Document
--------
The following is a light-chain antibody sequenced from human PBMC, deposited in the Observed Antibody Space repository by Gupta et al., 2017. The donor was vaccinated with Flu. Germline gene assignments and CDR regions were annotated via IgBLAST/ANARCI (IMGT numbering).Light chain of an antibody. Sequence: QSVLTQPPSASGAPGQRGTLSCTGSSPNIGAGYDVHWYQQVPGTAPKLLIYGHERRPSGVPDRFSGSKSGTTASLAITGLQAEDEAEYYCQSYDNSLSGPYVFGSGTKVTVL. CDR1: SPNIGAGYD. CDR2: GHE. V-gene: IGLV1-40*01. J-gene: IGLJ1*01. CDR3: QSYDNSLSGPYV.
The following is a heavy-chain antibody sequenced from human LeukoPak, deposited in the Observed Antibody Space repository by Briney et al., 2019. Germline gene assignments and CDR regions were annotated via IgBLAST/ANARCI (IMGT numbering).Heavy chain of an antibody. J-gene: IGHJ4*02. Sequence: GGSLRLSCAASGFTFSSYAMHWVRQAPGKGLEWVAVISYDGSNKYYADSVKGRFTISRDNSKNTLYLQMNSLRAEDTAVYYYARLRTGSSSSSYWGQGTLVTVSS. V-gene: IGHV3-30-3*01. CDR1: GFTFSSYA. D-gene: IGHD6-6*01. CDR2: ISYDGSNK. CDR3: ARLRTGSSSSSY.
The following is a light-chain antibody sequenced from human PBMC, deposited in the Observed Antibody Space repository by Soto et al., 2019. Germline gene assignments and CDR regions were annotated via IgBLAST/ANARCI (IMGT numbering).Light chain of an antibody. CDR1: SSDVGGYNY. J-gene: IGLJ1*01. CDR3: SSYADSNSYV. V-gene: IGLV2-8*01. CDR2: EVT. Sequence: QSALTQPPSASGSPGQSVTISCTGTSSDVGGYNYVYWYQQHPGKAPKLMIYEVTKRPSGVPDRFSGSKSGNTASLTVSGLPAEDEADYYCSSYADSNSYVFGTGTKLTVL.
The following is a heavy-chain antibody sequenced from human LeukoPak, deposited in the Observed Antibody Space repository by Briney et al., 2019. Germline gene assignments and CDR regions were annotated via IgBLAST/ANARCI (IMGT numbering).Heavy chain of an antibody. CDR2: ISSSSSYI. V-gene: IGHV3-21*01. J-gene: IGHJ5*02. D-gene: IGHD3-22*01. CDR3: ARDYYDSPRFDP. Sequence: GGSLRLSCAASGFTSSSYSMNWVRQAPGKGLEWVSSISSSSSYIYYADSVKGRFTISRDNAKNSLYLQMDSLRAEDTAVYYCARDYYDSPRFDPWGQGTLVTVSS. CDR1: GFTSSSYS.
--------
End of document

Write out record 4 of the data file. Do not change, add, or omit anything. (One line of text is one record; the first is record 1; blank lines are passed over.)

The following is a heavy-chain antibody sequenced from human LeukoPak, deposited in the Observed Antibody Space repository by Briney et al., 2019. Germline gene assignments and CDR regions were annotated via IgBLAST/ANARCI (IMGT numbering).Heavy chain of an antibody. CDR2: ISSSSSYI. V-gene: IGHV3-21*01. J-gene: IGHJ5*02. D-gene: IGHD3-22*01. CDR3: ARDYYDSPRFDP. Sequence: GGSLRLSCAASGFTSSSYSMNWVRQAPGKGLEWVSSISSSSSYIYYADSVKGRFTISRDNAKNSLYLQMDSLRAEDTAVYYCARDYYDSPRFDPWGQGTLVTVSS. CDR1: GFTSSSYS.